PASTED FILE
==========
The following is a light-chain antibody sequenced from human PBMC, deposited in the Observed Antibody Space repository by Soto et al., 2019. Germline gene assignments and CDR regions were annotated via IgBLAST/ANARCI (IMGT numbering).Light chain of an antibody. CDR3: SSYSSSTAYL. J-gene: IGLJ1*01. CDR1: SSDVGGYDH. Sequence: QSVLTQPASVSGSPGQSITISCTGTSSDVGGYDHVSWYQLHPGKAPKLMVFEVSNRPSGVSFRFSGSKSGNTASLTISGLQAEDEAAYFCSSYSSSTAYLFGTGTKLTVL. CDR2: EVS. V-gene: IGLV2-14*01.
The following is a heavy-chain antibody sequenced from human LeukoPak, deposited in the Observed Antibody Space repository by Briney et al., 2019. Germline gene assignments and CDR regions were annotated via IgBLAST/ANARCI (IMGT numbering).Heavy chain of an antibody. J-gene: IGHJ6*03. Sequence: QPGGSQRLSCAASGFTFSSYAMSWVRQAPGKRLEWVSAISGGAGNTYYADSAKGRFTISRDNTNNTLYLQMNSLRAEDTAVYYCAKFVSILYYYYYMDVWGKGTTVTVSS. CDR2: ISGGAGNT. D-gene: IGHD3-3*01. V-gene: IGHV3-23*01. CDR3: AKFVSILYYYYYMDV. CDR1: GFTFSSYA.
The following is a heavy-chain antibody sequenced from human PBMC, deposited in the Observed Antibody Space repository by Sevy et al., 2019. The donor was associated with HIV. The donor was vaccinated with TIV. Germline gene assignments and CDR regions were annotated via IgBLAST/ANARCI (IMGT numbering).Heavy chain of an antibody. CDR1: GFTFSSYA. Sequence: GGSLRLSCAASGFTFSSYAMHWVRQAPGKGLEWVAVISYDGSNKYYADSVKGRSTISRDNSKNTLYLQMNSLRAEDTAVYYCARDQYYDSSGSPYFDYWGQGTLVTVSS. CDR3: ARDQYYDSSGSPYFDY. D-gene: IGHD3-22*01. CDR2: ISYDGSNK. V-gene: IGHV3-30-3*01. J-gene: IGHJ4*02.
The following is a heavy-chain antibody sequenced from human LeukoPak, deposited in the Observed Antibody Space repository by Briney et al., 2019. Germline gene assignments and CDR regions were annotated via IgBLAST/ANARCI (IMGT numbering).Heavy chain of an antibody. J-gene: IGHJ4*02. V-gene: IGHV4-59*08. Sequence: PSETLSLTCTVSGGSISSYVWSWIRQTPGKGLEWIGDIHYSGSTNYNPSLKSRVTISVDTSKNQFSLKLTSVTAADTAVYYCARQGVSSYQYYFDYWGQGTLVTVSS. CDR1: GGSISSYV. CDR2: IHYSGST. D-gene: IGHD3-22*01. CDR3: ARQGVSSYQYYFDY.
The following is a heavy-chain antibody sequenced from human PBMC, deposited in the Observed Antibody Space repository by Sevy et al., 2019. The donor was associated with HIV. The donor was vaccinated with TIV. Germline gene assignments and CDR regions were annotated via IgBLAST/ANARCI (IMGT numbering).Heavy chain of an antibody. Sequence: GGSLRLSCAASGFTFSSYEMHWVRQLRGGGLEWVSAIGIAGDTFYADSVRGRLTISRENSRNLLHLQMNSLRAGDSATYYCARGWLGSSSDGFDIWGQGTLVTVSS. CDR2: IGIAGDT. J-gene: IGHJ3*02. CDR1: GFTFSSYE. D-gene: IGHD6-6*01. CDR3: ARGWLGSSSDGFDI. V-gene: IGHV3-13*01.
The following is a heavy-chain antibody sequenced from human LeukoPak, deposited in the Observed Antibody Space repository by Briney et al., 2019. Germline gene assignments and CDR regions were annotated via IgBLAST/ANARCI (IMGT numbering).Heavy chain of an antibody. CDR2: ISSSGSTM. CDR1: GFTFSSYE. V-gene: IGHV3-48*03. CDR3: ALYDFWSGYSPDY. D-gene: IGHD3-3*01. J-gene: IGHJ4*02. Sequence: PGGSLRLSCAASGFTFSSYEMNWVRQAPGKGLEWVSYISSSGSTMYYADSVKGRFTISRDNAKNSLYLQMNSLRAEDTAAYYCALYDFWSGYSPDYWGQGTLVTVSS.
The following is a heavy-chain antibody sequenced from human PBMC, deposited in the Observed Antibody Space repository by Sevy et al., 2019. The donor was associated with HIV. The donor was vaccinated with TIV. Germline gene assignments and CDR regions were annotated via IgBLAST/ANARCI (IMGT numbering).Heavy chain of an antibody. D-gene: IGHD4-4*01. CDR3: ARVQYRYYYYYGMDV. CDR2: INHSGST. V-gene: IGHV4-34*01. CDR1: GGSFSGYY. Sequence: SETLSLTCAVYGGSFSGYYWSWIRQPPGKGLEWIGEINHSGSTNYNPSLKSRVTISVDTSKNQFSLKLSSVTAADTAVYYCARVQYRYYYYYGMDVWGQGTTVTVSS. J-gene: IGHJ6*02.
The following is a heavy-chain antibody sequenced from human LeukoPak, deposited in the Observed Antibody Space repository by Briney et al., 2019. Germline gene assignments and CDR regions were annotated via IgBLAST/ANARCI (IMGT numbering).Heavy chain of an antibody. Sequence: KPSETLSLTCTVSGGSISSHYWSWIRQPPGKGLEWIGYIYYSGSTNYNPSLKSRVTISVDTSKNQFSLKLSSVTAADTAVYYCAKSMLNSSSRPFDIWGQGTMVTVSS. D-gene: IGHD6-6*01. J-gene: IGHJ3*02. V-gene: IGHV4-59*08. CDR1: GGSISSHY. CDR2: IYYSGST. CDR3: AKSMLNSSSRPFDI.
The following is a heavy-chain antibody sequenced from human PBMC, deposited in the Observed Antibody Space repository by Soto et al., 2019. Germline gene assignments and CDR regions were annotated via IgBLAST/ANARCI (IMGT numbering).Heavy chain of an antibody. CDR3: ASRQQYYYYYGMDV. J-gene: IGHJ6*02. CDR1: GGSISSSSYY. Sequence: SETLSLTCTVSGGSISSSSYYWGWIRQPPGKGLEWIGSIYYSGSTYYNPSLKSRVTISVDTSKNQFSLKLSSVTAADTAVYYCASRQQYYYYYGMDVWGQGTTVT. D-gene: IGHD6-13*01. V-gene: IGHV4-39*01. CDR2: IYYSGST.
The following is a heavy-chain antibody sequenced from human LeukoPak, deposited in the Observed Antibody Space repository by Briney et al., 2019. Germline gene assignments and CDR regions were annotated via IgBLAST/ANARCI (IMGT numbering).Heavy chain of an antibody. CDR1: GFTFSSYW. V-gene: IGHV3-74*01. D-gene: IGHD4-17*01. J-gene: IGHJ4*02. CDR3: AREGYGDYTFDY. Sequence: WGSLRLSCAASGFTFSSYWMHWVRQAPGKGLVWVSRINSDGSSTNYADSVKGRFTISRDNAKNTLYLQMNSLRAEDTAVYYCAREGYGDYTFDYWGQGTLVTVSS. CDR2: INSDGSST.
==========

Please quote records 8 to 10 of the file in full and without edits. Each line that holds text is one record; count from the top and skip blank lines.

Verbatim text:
The following is a heavy-chain antibody sequenced from human LeukoPak, deposited in the Observed Antibody Space repository by Briney et al., 2019. Germline gene assignments and CDR regions were annotated via IgBLAST/ANARCI (IMGT numbering).Heavy chain of an antibody. Sequence: KPSETLSLTCTVSGGSISSHYWSWIRQPPGKGLEWIGYIYYSGSTNYNPSLKSRVTISVDTSKNQFSLKLSSVTAADTAVYYCAKSMLNSSSRPFDIWGQGTMVTVSS. D-gene: IGHD6-6*01. J-gene: IGHJ3*02. V-gene: IGHV4-59*08. CDR1: GGSISSHY. CDR2: IYYSGST. CDR3: AKSMLNSSSRPFDI.
The following is a heavy-chain antibody sequenced from human PBMC, deposited in the Observed Antibody Space repository by Soto et al., 2019. Germline gene assignments and CDR regions were annotated via IgBLAST/ANARCI (IMGT numbering).Heavy chain of an antibody. CDR3: ASRQQYYYYYGMDV. J-gene: IGHJ6*02. CDR1: GGSISSSSYY. Sequence: SETLSLTCTVSGGSISSSSYYWGWIRQPPGKGLEWIGSIYYSGSTYYNPSLKSRVTISVDTSKNQFSLKLSSVTAADTAVYYCASRQQYYYYYGMDVWGQGTTVT. D-gene: IGHD6-13*01. V-gene: IGHV4-39*01. CDR2: IYYSGST.
The following is a heavy-chain antibody sequenced from human LeukoPak, deposited in the Observed Antibody Space repository by Briney et al., 2019. Germline gene assignments and CDR regions were annotated via IgBLAST/ANARCI (IMGT numbering).Heavy chain of an antibody. CDR1: GFTFSSYW. V-gene: IGHV3-74*01. D-gene: IGHD4-17*01. J-gene: IGHJ4*02. CDR3: AREGYGDYTFDY. Sequence: WGSLRLSCAASGFTFSSYWMHWVRQAPGKGLVWVSRINSDGSSTNYADSVKGRFTISRDNAKNTLYLQMNSLRAEDTAVYYCAREGYGDYTFDYWGQGTLVTVSS. CDR2: INSDGSST.